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The Optimal Size for a Minority

  • Rapoport, Hillel


    (Paris School of Economics)

  • Weiss, Avi


    (Bar-Ilan University)

We investigate a setting in which members of a population, bifurcated into a majority and a minority, transact with randomly matched partners. All members are uniformly altruistic, and each transaction can be carried out cooperatively or through a market mechanism, with cooperative transactions saving on transaction costs. Externalities are introduced, whereby cooperation by members of one group and the relative size of that group, affect the incentives to cooperate by members of the other group. Under these conditions, we determine the optimal size of the minority from the minority’s perspective, and consider the conditions under which such a size might be attained. The model provides insights on social conflicts both between groups and within groups.

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Paper provided by Institute for the Study of Labor (IZA) in its series IZA Discussion Papers with number 284.

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Length: 40 pages
Date of creation: Apr 2001
Date of revision:
Publication status: published in: Journal of Economic Behavior and Organization, 2003, 52 (1), 27-45
Handle: RePEc:iza:izadps:dp284
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  1. George J. Borjas, 1995. "The Economic Benefits from Immigration," Journal of Economic Perspectives, American Economic Association, vol. 9(2), pages 3-22, Spring.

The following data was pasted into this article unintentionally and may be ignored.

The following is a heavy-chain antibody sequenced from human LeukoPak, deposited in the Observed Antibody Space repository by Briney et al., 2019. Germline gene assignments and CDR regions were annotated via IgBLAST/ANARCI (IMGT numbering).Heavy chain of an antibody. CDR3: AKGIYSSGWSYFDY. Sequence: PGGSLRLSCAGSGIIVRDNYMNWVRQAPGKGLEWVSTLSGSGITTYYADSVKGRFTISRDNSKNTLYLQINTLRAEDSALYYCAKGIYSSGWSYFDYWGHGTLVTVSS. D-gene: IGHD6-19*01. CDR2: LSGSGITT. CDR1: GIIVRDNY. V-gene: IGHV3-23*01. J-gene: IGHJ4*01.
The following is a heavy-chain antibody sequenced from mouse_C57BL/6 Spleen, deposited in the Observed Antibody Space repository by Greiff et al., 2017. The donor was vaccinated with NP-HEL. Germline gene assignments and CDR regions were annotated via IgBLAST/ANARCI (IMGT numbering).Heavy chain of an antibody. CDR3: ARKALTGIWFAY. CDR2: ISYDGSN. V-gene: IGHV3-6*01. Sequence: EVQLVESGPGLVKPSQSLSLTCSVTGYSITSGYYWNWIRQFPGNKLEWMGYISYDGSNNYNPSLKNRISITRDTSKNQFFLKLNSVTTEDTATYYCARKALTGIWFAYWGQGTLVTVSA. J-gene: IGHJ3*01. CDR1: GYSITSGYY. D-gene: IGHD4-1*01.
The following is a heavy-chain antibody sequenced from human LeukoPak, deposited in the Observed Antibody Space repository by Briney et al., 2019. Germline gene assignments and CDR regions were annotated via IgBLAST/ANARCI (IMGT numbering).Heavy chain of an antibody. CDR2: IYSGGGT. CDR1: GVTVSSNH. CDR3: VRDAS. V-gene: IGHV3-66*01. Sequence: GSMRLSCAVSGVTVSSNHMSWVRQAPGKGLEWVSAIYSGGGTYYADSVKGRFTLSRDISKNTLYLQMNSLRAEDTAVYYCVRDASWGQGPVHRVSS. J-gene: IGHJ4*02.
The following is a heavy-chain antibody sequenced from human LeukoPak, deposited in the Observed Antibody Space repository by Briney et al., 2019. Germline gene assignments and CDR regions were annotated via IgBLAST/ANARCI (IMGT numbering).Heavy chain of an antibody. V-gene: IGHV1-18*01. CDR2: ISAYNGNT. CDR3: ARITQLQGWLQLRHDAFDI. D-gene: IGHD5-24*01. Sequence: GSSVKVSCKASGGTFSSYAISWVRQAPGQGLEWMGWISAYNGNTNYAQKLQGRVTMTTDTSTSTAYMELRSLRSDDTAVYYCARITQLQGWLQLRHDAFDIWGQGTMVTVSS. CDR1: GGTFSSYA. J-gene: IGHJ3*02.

2. James E. Rauch & Vitor Trindade, 2002. "Ethnic Chinese Networks In International Trade," The Review of Economics and Statistics, MIT Press, vol. 84(1), pages 116-130, February.
  3. Samuel Bowles, 1998. "Endogenous Preferences: The Cultural Consequences of Markets and Other Economic Institutions," Journal of Economic Literature, American Economic Association, vol. 36(1), pages 75-111, March.
  4. Iannaccone, Laurence R, 1992. "Sacrifice and Stigma: Reducing Free-Riding in Cults, Communes, and Other Collectives," Journal of Political Economy, University of Chicago Press, vol. 100(2), pages 271-91, April.
  5. Ben-Ner, Avner & Putterman, Louis, 2000. "On some implications of evolutionary psychology for the study of preferences and institutions," Journal of Economic Behavior & Organization, Elsevier, vol. 43(1), pages 91-99, September.
  6. R. Mark Isaac & James M. Walker, 1988. "Group Size Effects in Public Goods Provision: The Voluntary Contributions Mechanism," The Quarterly Journal of Economics, Oxford University Press, vol. 103(1), pages 179-199.
  7. Greif, Avner, 1993. "Contract Enforceability and Economic Institutions in Early Trade: the Maghribi Traders' Coalition," American Economic Review, American Economic Association, vol. 83(3), pages 525-48, June.
  8. Joel M. Guttman & Shmuel Nitzan & Uriel Spiegel, 1992. "Rent Seeking And Social Investment In Taste Change," Economics and Politics, Wiley Blackwell, vol. 4(1), pages 31-42, 03.
  9. van Dijk, Frans & van Winden, Frans, 1997. "Dynamics of social ties and local public good provision," Journal of Public Economics, Elsevier, vol. 64(3), pages 323-341, June.
  10. repec:oup:qjecon:v:103:y:1988:i:1:p:179-99 is not listed on IDEAS
  11. repec:oup:qjecon:v:115:y:2000:i:3:p:905-953 is not listed on IDEAS
  12. repec:oup:qjecon:v:115:y:2000:i:3:p:715-753 is not listed on IDEAS
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